Large schools of the world’s biggest fish gather at around 20 hotspots worldwide, off the coasts of countries such as Australia, Belize, the Maldives and Mexico.
The reason behind the selection of these specific locations has until now been a mystery, but researchers believe that they offer an ideal combination of both deeper waters for foraging and warmer shallows for basking.
“Sharks are ectotherms, which means they depend on external sources of body heat,” says Dr Bryce Stewart, supervising author from the University of York. “Because they may dive to feed at depths of more than 1,900 metres, where the water temperature can be as cold as 4 degrees, they need somewhere close by to rest and get their body temperature back up.”
Scientists from the University of York partnered with the Maldives Whale Shark Research Programme (MWSRP), and discovered that the shark “aggregation sites” share the common features of warm, shallow water near a sharp sea-floor drop off into deep water.
These ideally contoured locations are not without their disadvantages, however, since sharks swimming in shallow waters are susceptible to boat strikes.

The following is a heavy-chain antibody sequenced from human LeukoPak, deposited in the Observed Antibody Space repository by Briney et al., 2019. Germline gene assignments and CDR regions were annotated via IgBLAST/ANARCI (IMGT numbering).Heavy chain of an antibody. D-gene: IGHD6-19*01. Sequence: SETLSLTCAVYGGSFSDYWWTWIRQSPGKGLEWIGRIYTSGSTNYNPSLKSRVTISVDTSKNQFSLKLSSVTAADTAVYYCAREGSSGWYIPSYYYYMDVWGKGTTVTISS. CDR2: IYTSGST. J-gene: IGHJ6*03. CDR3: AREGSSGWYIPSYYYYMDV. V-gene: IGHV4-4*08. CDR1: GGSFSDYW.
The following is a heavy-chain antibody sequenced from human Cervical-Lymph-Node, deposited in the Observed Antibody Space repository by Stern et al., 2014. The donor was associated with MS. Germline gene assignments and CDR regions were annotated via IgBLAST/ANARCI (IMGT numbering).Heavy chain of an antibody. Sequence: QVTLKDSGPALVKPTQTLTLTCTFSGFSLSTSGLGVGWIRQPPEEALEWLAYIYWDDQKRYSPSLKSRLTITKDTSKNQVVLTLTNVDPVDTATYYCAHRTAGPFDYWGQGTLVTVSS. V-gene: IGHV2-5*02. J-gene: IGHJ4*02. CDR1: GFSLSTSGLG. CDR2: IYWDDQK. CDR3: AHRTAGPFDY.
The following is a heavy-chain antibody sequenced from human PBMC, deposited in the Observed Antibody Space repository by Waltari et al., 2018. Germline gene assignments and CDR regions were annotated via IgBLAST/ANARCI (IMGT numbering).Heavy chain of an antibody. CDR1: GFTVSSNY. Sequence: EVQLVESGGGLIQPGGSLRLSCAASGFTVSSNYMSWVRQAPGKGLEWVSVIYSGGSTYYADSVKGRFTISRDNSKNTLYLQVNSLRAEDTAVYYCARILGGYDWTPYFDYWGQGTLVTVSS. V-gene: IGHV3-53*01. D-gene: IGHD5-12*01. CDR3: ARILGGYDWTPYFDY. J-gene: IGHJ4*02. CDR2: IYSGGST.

“Individual whale sharks can be identified by their unique pattern of spots and stripes, which allows researchers to follow specific sharks that visit these aggregation sites,” says lead author Joshua Copping. “That means we have a good idea of the rate and extent of injuries at each of these locations and sadly it’s generally quite high.”
Whale sharks are targeted by hunters for their fins and meat, and can be accidentally trapped in fishing nets cast for other species.
The researchers hope their study will highlight the importance of managing these areas in order to minimise human impact and protect these gentle giants.
Main image: The whale shark is the largest living fish in the world. © MWSRP